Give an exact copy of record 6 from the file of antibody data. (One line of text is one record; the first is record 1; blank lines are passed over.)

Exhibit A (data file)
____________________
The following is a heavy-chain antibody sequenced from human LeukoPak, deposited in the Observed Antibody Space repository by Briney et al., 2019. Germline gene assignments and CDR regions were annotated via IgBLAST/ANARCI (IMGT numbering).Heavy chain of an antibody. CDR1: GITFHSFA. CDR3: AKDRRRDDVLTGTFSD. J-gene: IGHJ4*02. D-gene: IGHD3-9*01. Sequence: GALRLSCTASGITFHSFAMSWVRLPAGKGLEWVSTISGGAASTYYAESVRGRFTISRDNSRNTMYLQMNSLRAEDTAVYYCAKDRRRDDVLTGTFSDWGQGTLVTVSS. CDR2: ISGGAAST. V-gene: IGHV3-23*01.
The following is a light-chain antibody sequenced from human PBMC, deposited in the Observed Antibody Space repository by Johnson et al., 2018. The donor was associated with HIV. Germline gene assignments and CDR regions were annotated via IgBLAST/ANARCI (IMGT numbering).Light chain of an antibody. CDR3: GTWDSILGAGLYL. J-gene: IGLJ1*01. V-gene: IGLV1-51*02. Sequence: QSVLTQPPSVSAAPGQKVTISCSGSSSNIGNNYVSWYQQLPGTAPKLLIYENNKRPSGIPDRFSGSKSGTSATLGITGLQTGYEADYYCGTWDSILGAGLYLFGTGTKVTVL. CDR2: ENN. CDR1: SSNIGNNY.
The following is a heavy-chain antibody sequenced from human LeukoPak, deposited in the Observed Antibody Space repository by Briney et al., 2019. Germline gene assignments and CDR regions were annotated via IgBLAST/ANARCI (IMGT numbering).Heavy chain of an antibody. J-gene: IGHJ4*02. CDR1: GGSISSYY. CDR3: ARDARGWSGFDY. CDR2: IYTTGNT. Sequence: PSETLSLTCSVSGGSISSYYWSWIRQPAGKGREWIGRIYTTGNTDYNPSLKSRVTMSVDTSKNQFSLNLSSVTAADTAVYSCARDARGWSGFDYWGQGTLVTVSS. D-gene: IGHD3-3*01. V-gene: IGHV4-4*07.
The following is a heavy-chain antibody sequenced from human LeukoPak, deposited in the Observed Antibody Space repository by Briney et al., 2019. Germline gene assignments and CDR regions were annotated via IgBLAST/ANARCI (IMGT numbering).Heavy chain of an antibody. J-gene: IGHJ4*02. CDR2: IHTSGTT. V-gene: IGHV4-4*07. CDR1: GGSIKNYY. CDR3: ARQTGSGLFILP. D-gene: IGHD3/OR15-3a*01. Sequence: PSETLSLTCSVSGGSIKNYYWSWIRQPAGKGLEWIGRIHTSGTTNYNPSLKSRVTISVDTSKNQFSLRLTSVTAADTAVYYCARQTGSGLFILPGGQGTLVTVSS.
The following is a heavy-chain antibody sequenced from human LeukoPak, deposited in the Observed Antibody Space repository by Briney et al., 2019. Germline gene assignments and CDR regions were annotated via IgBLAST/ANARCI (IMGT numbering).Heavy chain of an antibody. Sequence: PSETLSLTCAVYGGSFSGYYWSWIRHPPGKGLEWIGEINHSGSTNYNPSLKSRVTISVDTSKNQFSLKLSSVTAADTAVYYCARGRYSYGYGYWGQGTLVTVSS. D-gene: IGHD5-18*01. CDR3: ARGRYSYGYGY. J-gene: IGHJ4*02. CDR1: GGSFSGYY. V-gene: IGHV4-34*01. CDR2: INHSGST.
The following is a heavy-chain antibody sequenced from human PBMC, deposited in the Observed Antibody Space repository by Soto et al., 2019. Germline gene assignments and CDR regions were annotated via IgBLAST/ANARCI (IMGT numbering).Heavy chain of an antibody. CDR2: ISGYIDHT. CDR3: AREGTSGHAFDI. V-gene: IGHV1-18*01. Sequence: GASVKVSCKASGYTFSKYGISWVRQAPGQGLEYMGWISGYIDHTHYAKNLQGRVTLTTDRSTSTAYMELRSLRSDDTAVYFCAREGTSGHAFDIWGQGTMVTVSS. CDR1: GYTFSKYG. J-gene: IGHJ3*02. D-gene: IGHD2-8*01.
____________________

The following is a heavy-chain antibody sequenced from human PBMC, deposited in the Observed Antibody Space repository by Soto et al., 2019. Germline gene assignments and CDR regions were annotated via IgBLAST/ANARCI (IMGT numbering).Heavy chain of an antibody. CDR2: ISGYIDHT. CDR3: AREGTSGHAFDI. V-gene: IGHV1-18*01. Sequence: GASVKVSCKASGYTFSKYGISWVRQAPGQGLEYMGWISGYIDHTHYAKNLQGRVTLTTDRSTSTAYMELRSLRSDDTAVYFCAREGTSGHAFDIWGQGTMVTVSS. CDR1: GYTFSKYG. J-gene: IGHJ3*02. D-gene: IGHD2-8*01.